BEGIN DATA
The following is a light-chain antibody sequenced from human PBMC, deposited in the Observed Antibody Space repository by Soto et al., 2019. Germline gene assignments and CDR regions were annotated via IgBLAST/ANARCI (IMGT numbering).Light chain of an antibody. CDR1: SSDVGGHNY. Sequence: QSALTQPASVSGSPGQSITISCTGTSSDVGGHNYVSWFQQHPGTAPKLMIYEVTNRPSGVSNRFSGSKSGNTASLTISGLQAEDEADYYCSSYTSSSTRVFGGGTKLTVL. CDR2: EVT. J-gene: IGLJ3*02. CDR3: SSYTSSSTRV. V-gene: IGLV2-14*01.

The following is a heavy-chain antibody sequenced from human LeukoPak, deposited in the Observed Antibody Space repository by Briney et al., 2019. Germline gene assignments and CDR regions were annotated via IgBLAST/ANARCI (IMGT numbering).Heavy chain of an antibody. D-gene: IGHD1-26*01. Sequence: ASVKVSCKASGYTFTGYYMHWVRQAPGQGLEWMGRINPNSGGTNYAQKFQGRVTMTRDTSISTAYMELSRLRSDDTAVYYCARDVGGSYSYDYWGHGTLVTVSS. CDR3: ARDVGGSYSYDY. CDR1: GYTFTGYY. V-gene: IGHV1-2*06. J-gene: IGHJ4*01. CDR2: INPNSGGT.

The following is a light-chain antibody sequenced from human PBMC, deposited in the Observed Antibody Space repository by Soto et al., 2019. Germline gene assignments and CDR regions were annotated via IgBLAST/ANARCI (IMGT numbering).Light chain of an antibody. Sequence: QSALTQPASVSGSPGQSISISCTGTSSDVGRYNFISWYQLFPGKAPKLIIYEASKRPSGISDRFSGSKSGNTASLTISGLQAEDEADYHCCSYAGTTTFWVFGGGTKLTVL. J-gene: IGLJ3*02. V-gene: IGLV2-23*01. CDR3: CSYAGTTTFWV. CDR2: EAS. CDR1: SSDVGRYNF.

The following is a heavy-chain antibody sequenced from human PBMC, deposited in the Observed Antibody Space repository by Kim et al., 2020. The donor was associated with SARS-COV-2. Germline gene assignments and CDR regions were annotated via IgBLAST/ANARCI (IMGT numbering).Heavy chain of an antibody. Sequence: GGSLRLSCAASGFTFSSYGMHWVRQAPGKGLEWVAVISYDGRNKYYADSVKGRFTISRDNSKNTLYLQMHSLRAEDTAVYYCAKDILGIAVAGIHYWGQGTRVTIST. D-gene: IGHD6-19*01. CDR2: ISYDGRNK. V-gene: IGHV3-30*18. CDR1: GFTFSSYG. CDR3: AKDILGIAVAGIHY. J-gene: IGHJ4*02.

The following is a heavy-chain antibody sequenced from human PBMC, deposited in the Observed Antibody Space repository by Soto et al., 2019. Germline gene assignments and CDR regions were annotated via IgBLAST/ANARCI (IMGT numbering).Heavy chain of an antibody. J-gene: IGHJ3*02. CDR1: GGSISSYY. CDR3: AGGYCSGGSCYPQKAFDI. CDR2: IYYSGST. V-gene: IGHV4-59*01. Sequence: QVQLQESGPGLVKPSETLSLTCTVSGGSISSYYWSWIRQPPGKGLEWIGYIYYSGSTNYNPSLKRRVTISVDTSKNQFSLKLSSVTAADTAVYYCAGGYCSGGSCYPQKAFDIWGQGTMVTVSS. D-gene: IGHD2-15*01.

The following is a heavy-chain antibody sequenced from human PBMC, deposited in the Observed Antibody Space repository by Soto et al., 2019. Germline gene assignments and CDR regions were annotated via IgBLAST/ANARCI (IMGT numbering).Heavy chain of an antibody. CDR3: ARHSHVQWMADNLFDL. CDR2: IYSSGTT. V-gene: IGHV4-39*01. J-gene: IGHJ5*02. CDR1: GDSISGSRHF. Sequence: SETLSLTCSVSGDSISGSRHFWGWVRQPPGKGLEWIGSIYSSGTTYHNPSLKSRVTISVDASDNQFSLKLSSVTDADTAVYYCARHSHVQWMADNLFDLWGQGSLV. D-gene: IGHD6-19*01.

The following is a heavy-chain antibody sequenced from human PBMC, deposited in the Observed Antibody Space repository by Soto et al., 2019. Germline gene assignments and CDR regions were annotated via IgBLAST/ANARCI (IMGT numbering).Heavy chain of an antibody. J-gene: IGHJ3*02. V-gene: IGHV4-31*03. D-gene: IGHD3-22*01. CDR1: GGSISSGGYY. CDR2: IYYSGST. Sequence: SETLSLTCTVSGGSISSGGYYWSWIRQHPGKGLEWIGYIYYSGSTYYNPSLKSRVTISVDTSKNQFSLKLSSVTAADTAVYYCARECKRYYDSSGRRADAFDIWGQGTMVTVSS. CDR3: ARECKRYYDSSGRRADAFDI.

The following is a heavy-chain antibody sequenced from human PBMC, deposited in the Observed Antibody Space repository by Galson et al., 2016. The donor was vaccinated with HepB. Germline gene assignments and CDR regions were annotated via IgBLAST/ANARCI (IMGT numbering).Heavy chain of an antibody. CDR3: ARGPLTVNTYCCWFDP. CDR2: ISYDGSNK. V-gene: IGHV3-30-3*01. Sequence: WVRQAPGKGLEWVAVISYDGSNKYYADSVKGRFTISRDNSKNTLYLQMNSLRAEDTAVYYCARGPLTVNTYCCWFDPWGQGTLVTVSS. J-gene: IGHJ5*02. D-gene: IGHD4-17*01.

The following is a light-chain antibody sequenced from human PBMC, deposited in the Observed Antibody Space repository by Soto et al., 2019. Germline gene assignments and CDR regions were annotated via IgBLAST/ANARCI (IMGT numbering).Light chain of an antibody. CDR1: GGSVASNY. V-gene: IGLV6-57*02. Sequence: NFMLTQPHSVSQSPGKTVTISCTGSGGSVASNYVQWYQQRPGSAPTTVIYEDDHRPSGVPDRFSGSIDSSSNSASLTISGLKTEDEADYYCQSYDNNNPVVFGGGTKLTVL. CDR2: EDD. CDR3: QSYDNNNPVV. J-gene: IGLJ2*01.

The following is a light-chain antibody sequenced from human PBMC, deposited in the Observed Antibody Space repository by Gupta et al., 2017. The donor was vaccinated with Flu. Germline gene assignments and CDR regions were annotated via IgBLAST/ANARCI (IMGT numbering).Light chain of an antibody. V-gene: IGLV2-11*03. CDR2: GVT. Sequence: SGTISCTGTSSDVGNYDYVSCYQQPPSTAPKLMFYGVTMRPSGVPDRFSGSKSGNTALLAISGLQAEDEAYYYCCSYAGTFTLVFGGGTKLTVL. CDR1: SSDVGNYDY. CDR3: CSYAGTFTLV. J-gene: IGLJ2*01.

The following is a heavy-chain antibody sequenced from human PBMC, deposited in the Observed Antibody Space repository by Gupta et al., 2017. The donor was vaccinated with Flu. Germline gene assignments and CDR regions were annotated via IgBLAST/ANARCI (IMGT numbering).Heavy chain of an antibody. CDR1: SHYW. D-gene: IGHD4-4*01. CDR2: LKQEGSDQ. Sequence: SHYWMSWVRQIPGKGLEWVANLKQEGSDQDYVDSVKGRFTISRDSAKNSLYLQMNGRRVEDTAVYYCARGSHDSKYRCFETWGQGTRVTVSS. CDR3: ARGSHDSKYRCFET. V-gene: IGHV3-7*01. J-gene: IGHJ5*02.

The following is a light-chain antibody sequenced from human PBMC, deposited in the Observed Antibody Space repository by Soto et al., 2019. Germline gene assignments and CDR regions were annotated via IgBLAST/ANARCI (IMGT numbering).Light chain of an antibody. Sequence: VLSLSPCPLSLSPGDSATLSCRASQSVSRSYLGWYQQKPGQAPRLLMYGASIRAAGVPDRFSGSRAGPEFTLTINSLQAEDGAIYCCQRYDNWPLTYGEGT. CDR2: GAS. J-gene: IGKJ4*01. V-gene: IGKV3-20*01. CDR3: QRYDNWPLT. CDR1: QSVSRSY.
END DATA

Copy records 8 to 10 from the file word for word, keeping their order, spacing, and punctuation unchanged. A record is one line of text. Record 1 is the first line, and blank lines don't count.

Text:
The following is a heavy-chain antibody sequenced from human PBMC, deposited in the Observed Antibody Space repository by Galson et al., 2016. The donor was vaccinated with HepB. Germline gene assignments and CDR regions were annotated via IgBLAST/ANARCI (IMGT numbering).Heavy chain of an antibody. CDR3: ARGPLTVNTYCCWFDP. CDR2: ISYDGSNK. V-gene: IGHV3-30-3*01. Sequence: WVRQAPGKGLEWVAVISYDGSNKYYADSVKGRFTISRDNSKNTLYLQMNSLRAEDTAVYYCARGPLTVNTYCCWFDPWGQGTLVTVSS. J-gene: IGHJ5*02. D-gene: IGHD4-17*01.

The following is a light-chain antibody sequenced from human PBMC, deposited in the Observed Antibody Space repository by Soto et al., 2019. Germline gene assignments and CDR regions were annotated via IgBLAST/ANARCI (IMGT numbering).Light chain of an antibody. CDR1: GGSVASNY. V-gene: IGLV6-57*02. Sequence: NFMLTQPHSVSQSPGKTVTISCTGSGGSVASNYVQWYQQRPGSAPTTVIYEDDHRPSGVPDRFSGSIDSSSNSASLTISGLKTEDEADYYCQSYDNNNPVVFGGGTKLTVL. CDR2: EDD. CDR3: QSYDNNNPVV. J-gene: IGLJ2*01.

The following is a light-chain antibody sequenced from human PBMC, deposited in the Observed Antibody Space repository by Gupta et al., 2017. The donor was vaccinated with Flu. Germline gene assignments and CDR regions were annotated via IgBLAST/ANARCI (IMGT numbering).Light chain of an antibody. V-gene: IGLV2-11*03. CDR2: GVT. Sequence: SGTISCTGTSSDVGNYDYVSCYQQPPSTAPKLMFYGVTMRPSGVPDRFSGSKSGNTALLAISGLQAEDEAYYYCCSYAGTFTLVFGGGTKLTVL. CDR1: SSDVGNYDY. CDR3: CSYAGTFTLV. J-gene: IGLJ2*01.